At this stage, AJ loves to get into everything and poke it. When we read a book, she pokes the pages. When we eat lunch, she pokes her high chair tray. When she finds a cat sleeping in a chair, she pokes him. (Luckily our cats are sweeties and put up with the crazy child!) So I decided it was time to find a toy that was made for poking. We were stuck indoors due to an unexpected storm last week, so I whipped up a quick sensory bag for her, and she loves it! Today I’m going to show you how to make sensory bags for the next time you’re stuck indoors or need a quick distraction for your baby or toddler.
Sensory bags are so easy to make, and the best part is you can put whatever you want in them! You can put googly eyes and green gel in one for Halloween, or flowers and clear gel for spring, or whatever you want; every bag is different! And it’s a great way to use up small bits and bobs that you normally couldn’t let your toddler play with; in a sensory bag the small pieces aren’t a choking hazard (though obviously, do keep an eye on your little one while they’re playing, just in case!)
How To Make Sensory Bags For Babies & Toddlers
- Time to set up: 5 minutes
- Time it kept the toddler busy: 30 minutes
You can fill these bags with whatever you want, as long as it doesn’t have sharp edges that will puncture the bag. Here are a few of my favorite filling ideas:
- googly eyes
- small plastic toys
- pom poms
- water beads
- small foam shapes
- small smooth rocks
- vase fillers
- plastic letters
Fill your bag with hair gel. For a quart sized bag I use about 1 cup of hair gel (I used this LA Looks hair gel and one 20 oz bottle makes exactly two quart sized sensory bags). You don’t want to use too much or the bag will be overfilled and not as easy to squish around.
Add your fillings. Again, don’t overfill the bag or it will be sensory overload! Once your bag is full, carefully squeeze all of the air out of the bag, then close the bag. Using duct tape or packing tape, seal the opening so the bag doesn’t accidentally open while your child is playing with it! Duck tape makes fun, colorful duct tape you can use, or Scotch has a line of decorative packing tape that works great as well.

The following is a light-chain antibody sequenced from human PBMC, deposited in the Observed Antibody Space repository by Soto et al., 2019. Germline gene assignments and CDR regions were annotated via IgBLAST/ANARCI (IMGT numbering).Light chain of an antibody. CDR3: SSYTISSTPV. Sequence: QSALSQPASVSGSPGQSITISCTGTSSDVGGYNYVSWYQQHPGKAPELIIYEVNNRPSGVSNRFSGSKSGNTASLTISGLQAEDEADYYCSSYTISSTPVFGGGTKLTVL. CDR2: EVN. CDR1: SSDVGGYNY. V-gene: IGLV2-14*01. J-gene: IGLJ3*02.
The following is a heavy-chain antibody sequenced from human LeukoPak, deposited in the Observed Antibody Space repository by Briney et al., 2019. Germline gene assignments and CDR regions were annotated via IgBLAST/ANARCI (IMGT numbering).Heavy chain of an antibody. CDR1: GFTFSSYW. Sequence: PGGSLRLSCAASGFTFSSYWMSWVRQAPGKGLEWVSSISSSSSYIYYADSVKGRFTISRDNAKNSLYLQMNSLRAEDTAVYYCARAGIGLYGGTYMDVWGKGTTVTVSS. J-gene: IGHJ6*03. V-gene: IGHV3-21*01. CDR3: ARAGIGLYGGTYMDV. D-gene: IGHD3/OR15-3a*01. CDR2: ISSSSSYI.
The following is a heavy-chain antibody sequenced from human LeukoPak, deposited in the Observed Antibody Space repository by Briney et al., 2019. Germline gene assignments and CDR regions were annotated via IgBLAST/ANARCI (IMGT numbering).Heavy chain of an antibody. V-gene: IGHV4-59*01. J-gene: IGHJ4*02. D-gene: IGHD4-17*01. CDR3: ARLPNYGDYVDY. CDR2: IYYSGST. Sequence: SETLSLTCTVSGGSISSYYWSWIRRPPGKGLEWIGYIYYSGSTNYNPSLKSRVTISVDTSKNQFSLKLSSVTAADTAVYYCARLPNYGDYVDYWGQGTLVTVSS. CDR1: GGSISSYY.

Cover all four edges in tape, folding the tape over the edge to help reinforce the bag.
And you’re done making sensory bags! Hand it to your toddler and let them enjoy!
If your toddler is more interested in trying to eat it than playing with it… (ask me how I guessed!)
…you can always tape the bag up onto a wall or window. Tape all four edges so they can’t pull the bag off the window; they can still play with it and move stuff around, but they won’t be able to eat it. 🙂
If you have a younger baby, tape the sensory bags to the floor in front of them and let them have some tummy time while they play!
The bag is pretty sturdy; AJ hasn’t managed to poke a hole in it yet. But keep an eye on your child while they play with the sensory bag, just in case. Fawkes was very interested in the bag, and I know her teeth are sharp enough to make a hole if she ever gets a hold of it, so if you have pets, put it away out of reach once your child is done playing with it.
If you want another 5 minute project that will keep your little one occupied for a while, check out this empty wipes container filled with fabric scraps!
What are your favorite sensory bag fillings?
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I had some time haha cruised through Pinterest found your site one word “AWESOME”
looking so forward to trying some of your projects thanks ever so much full-time Jima setter